Robert Marzano caused a firestorm among teachers by posting the following tweet last week:
In case anyone missed it, he removed the tweet five days later and apololgized for failing to recognize the obvious multitude of factors outside the classroom that affect student learning. The thing about Marzano and most every other education theorist is that there is generally good to be gleaned from their theories. The problem comes with district administrators treating any one of these theories like it’s a magic bullet.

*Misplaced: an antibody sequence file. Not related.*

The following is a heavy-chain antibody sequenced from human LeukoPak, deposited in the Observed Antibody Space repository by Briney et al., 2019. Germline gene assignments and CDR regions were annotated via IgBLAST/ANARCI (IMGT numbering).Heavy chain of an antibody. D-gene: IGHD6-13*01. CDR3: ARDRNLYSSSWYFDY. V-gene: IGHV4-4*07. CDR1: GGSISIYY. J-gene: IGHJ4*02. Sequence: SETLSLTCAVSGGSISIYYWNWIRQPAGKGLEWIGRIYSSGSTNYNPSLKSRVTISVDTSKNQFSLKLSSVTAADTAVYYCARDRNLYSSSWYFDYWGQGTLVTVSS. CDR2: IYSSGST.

You don’t just change everything you do based upon the latest theory. But you don’t ignore it either. You take what’s good from it, adapt it to your teaching style and the kids you teach, and you make yourself a better teacher and your classroom a better learning environment. Teachers, like students, are individuals who learn, think, excel and fail in different ways. No cookie cutter system is ever going to work for every teacher and every student. Teaching is an art, not a science.
I have drawers full of professional development materials, books, handouts, teaching strategies, you name it. One thing I have learned above all else, is that there’s some good stuff in there, but in the end, it all comes down to people and relationships. Ultimately, what we teach and how we teach isn’t nearly important as who we teach.